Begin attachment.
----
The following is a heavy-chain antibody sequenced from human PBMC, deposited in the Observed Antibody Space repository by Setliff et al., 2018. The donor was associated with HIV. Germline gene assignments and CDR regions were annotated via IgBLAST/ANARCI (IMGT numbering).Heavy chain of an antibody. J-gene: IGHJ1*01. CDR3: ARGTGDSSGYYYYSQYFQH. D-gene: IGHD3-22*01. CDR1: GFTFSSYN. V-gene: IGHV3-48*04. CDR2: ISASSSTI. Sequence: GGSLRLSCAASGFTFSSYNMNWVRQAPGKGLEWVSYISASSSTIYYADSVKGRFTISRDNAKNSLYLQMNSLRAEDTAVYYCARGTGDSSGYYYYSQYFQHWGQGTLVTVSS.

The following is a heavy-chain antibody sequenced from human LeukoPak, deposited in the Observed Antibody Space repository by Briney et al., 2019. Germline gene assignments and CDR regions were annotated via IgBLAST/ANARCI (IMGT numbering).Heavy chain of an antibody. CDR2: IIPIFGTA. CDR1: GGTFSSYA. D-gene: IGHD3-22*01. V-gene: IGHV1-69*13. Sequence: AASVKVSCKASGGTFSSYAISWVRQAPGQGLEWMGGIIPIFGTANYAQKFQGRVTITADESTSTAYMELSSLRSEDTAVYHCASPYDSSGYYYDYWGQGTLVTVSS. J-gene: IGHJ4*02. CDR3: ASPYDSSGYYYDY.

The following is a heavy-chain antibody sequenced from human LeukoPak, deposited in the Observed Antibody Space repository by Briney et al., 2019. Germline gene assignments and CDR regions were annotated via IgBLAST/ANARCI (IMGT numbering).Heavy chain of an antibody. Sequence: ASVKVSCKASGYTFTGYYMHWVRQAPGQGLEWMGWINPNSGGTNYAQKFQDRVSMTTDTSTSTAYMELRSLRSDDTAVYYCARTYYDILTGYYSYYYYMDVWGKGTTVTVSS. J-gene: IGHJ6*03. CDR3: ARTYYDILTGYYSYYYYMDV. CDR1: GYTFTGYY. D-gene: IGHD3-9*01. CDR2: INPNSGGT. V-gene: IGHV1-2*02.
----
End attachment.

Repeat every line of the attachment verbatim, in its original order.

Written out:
The following is a heavy-chain antibody sequenced from human PBMC, deposited in the Observed Antibody Space repository by Setliff et al., 2018. The donor was associated with HIV. Germline gene assignments and CDR regions were annotated via IgBLAST/ANARCI (IMGT numbering).Heavy chain of an antibody. J-gene: IGHJ1*01. CDR3: ARGTGDSSGYYYYSQYFQH. D-gene: IGHD3-22*01. CDR1: GFTFSSYN. V-gene: IGHV3-48*04. CDR2: ISASSSTI. Sequence: GGSLRLSCAASGFTFSSYNMNWVRQAPGKGLEWVSYISASSSTIYYADSVKGRFTISRDNAKNSLYLQMNSLRAEDTAVYYCARGTGDSSGYYYYSQYFQHWGQGTLVTVSS.

The following is a heavy-chain antibody sequenced from human LeukoPak, deposited in the Observed Antibody Space repository by Briney et al., 2019. Germline gene assignments and CDR regions were annotated via IgBLAST/ANARCI (IMGT numbering).Heavy chain of an antibody. CDR2: IIPIFGTA. CDR1: GGTFSSYA. D-gene: IGHD3-22*01. V-gene: IGHV1-69*13. Sequence: AASVKVSCKASGGTFSSYAISWVRQAPGQGLEWMGGIIPIFGTANYAQKFQGRVTITADESTSTAYMELSSLRSEDTAVYHCASPYDSSGYYYDYWGQGTLVTVSS. J-gene: IGHJ4*02. CDR3: ASPYDSSGYYYDY.

The following is a heavy-chain antibody sequenced from human LeukoPak, deposited in the Observed Antibody Space repository by Briney et al., 2019. Germline gene assignments and CDR regions were annotated via IgBLAST/ANARCI (IMGT numbering).Heavy chain of an antibody. Sequence: ASVKVSCKASGYTFTGYYMHWVRQAPGQGLEWMGWINPNSGGTNYAQKFQDRVSMTTDTSTSTAYMELRSLRSDDTAVYYCARTYYDILTGYYSYYYYMDVWGKGTTVTVSS. J-gene: IGHJ6*03. CDR3: ARTYYDILTGYYSYYYYMDV. CDR1: GYTFTGYY. D-gene: IGHD3-9*01. CDR2: INPNSGGT. V-gene: IGHV1-2*02.